The first possibility for Satya, and the one that most managers turn to in this situation, is to look for things you can take off of Scott’s plate without really changing the mission. For example, the Global Development Centers (GDC) report into Cloud and Enterprise through DevDiv head Soma Somasegar. There is no strategic reason for the GDCs to be in Cloud and Enterprise, though I think Soma really takes on all the overhead so it wouldn’t take much off Scott’s plate. Of course, you could move DevDiv out of Cloud and Enterprise too. And if developers weren’t deeply in Scott’s blood that would make a lot of sense. A more dramatic change would be to take Windows Server and move it into the Windows organization, though you then risk overloading Terry Myerson. Anyway I’m not making recommendations, just throwing out illustrative examples.
The second possibility for Satya would be to split Cloud and Enterprise in a far more dramatic way, leaving Scott running part of it and a new EVP reporting to Satya for the remainder. This would require a lot of effort as you tried to tease apart the current organization in a way that both strategically made sense and avoided creating non-functioning organizations. The Windows Server and System Management organization separates from the Azure organization relatively easily, but the Data Platform Division has feet in both camps.
The third possibility would be to have Scott run Cloud and Enterprise but move away from him having multiple triads reporting to him. That is, re-insert a management level below Scott with a (S/)CVP running Windows Server and System Management, one running Azure, and one running Data Platform. That reduces the number of directs Scott has to manage as well as letting him offload more responsibilities to area owners.
The fourth possibility is to maintain a Cloud and Enterprise organization with a different internal structure, perhaps along Cloud and Enterprise lines, with Scott owning the Cloud organization and someone else owning Enterprise. Both would report to an EVP who reported to Satya.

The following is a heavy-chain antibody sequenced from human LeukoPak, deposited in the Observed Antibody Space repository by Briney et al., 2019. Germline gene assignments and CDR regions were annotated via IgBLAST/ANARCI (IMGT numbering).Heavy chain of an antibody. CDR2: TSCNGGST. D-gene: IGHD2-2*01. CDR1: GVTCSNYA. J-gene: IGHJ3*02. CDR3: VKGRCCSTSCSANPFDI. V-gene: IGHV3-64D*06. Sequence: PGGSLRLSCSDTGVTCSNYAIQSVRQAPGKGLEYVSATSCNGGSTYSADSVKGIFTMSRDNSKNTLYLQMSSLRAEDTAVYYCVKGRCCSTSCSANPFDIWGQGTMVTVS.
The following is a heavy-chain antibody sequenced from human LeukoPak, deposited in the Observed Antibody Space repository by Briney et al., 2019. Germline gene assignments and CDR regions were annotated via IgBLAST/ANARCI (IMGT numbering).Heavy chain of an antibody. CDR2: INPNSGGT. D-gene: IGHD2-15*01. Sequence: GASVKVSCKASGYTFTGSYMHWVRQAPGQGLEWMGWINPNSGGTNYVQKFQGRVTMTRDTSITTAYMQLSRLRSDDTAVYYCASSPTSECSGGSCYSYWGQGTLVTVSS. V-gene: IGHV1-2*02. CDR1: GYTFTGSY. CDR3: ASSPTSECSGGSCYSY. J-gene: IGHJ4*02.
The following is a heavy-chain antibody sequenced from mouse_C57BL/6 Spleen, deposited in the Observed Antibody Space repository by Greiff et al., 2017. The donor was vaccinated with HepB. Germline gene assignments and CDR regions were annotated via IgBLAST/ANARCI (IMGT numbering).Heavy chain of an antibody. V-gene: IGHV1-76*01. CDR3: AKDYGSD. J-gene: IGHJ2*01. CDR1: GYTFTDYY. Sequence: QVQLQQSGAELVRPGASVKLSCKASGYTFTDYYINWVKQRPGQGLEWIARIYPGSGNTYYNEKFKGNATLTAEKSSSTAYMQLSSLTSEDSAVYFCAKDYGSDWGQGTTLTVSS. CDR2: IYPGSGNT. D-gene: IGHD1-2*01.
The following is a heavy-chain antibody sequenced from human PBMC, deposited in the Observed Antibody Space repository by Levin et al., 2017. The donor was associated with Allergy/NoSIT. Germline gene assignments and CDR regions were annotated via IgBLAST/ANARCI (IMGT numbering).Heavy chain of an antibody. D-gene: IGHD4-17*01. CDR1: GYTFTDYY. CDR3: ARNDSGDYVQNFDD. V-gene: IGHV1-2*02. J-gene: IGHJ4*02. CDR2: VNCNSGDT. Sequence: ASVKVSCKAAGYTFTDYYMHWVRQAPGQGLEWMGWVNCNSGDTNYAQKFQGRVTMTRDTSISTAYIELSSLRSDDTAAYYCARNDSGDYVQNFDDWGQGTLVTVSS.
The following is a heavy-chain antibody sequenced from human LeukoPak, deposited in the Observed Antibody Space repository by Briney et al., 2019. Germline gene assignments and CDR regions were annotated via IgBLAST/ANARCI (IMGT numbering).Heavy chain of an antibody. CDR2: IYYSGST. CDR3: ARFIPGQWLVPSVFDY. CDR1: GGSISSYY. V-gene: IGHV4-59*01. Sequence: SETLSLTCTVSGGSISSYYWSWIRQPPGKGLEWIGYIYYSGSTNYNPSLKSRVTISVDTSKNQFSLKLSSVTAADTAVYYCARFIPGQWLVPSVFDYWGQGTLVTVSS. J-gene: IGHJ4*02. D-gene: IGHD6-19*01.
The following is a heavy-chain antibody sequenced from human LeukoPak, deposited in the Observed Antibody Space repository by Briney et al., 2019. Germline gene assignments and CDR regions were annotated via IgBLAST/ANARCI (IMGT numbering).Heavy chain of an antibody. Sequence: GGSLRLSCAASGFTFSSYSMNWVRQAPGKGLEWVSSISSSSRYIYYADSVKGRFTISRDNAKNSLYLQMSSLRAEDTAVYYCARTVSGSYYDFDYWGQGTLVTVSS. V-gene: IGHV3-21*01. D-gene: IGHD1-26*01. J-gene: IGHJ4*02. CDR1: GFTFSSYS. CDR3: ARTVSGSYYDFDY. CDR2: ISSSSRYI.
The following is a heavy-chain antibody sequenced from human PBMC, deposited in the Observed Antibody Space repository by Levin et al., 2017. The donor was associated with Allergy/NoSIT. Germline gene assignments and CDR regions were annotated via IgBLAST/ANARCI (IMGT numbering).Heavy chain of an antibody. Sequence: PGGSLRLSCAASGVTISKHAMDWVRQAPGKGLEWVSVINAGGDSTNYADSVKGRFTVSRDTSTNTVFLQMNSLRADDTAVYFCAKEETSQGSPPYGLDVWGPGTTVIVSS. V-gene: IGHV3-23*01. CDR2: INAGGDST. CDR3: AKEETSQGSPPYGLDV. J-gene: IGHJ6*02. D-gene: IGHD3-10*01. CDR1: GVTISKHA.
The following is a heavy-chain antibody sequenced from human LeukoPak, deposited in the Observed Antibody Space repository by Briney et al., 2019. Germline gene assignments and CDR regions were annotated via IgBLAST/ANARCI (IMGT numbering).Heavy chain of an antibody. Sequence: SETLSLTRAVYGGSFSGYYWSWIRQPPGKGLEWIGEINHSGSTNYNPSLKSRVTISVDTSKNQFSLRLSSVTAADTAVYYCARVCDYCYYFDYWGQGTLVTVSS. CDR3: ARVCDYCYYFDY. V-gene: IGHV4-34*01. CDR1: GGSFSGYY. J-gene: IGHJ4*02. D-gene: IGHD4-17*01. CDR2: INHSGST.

By giving Scott the interim designation Satya has set things up so that further near-term changes won’t seem like they were done because Scott failed. He was just a caretaker until they decided on a permanent structure. Of course it could take months to sort all this out, in which case Scott could prove himself ready for the Cloud and Enterprise EVP role and they’ll just drop the “interim” designation.
Most likely there are further changes afoot, but I have no idea if they are modest ones designed to help Scott succeed or more substantial ones based on not wanting to push him too far too fast. Or, they could be changes based on Satya having a different organizational viewpoint from Steve. Or ones that Scott himself initiates (e.g., who says Scott wants to pay attention to everything that he inherited with Cloud and Enterprise).
Scott is a good guy and he was ready for a bigger role. I want him to succeed, and hope Satya and Scott are working on making sure his role is defined in a way that he has a good shot at it!
Great analysis, Hal, as usual, thank you! My 2 cents: ScottGu is great figurehead for Cloud and Enterprise and they could not have found a person more popular with customers. Keeping him in charge and adding a management layer below (option 3) seems like a no brainer to me.